I clenched my teeth to keep from screaming as the surgeon's scalpel drew a crimson line across my lower abdomen. The anaesthetic wasn't working. If they find out they'll put me under. My thoughts ran wildly while I tried to gain control. I won't be asleep when my babies are born!
Momentarily, I forgot the pain as one of my babies was lifted out of my womb. “A fine little boy,” the doctor announced just before I heard my son's loud and angry cry.
The sensation was surreal as the head of my second twin was manipulated through the incision. It seemed like everyone in the room sucked in their breath.
“Come on baby! Come on baby!” The doctor's strained words made my chest tighten with fear. Finally, I heard the thin cry that my ears were aching for. Thankfulness surged through me.
One at a time my two sons were brought to me so I could see them before they were whisked off to the Neonatal Intensive Care Unit (NICU).
I felt strange sensations of tugging and pushing deep within as the doctor stitched layer after layer. Panic rose in my throat. Breathing deep, I tried to calm myself and keep from thrashing my head. The eyes of the anaesthesiologist met mine with an apology. He knew.
Finally, it was over. I lay in the recovery room utterly spent. But moments later my body started jerking uncontrollably. “She's going into shock!” I heard one nurse yell out. Steaming blankets were piled on top of me until I began to relax.
“Are you okay?” A nurse asked while softly stroking my hand. Her voice was as kind and gentle as her touch.
“Yes,” I said with a nod.
“Are you really okay?” Her empathy broke down the wall that held back my tears, and I sobbed over the fear I had felt for my premature babies and the horror of the pain.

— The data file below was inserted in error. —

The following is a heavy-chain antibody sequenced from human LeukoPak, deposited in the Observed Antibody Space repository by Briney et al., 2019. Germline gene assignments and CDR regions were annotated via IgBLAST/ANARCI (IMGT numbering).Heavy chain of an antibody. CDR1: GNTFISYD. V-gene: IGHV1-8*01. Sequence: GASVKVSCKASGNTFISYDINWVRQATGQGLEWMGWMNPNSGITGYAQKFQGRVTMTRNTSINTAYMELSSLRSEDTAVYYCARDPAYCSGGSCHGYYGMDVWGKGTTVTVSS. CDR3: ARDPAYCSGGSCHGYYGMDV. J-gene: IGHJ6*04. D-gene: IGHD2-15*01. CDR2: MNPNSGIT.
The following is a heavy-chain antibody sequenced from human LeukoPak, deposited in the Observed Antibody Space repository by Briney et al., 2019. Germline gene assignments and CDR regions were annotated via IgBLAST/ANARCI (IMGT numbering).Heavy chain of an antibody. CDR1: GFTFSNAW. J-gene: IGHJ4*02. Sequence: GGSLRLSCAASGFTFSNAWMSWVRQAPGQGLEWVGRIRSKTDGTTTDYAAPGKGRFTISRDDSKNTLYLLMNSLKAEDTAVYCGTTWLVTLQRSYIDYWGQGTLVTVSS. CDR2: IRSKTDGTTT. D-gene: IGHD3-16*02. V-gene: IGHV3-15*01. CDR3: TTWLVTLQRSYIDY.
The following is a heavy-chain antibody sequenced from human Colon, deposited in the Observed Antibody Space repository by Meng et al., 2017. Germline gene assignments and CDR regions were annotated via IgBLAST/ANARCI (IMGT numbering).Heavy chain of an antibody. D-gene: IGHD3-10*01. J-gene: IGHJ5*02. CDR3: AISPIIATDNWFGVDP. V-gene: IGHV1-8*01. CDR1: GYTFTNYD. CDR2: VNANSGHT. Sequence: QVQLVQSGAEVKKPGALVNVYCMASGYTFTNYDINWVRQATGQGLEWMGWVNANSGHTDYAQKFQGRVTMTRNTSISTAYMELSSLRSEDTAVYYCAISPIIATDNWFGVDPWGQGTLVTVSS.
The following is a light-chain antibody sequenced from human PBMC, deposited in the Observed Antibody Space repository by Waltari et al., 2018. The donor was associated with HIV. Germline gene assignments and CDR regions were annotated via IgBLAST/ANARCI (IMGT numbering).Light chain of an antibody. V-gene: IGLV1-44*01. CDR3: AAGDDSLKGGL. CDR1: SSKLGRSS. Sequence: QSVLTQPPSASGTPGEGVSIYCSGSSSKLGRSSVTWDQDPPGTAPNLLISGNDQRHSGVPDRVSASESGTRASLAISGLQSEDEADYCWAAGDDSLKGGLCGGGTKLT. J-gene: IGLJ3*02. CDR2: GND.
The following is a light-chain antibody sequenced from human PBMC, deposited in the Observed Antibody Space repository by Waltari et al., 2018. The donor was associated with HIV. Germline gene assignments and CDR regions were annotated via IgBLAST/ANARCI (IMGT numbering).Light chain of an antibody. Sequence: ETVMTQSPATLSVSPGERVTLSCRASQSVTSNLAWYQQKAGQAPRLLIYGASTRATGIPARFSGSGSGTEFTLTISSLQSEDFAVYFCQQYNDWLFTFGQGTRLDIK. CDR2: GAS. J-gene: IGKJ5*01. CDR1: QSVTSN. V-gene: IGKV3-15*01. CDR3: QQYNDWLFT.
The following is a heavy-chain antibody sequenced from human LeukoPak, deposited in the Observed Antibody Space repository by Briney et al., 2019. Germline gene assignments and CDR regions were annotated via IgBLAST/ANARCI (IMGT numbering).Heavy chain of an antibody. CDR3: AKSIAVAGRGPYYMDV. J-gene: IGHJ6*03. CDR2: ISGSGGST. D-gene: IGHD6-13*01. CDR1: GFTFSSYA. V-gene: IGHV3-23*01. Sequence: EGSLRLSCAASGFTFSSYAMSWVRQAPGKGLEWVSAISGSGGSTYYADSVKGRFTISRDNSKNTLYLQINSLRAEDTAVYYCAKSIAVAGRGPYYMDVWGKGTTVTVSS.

“Get some rest,” the nurses gently admonished, but how could I sleep when I hadn't even held my babies? I stared at the moon and felt terribly alone as I mourned the loss of the last months of my pregnancy and waited for morning to come.
Perched in a wheelchair, I spent the next day going from one twin to the other. It was strange to see them in separate isolettes; they had spent seven months nestled together in the fluid darkness. I marvelled at their wrinkled red skin and their tiny heads little bigger than an orange.
“He recognizes your voice,” a nurse said when my son turned his head towards me as I sang “Jesus Loves Me.”
That night, I heaved myself into the bed and collapsed. It had been almost 40 hours since I had slept. I reflected on all that had happened that horrifically long day: the fear I felt when I went into labour too early and the mayhem at the hospital when they found a foot in the birth canal.
Sleep. I needed sleep. I had exactly two and a half hours before I would have to pump milk again.
“You awake?” came Mary's voice from across the room. I had met her earlier in the day and had learned that she also had a baby in the NICU. Sliding the curtain out of the way, I smiled for an answer. Maybe it was the fatigue but the situation struck me as humorous as we sat opposite each other in identical hospital gowns. Mary had very short dark hair, and looked to be in her late thirties.
“Do you mind me asking a question?” she asked looking down at her hands.
“Not at all,” I said.
“Do you believe in God? I noticed you and your husband praying earlier.”
Really, God? Now? I tried to focus my blurry vision and asked God to give me strength. Long into the night, Mary and I talked like old friends. I told her about how God reached down and wrapped me in his love when I was surrounded in darkness. Mary told me about growing up in a home filled with religion, but void of God and the hunger for truth that filled her heart.
It was then that I truly realized that God was bigger than my loneliness, fear, and pain. In spite of my weakness—no, because of it—God revealed his love through me that night.
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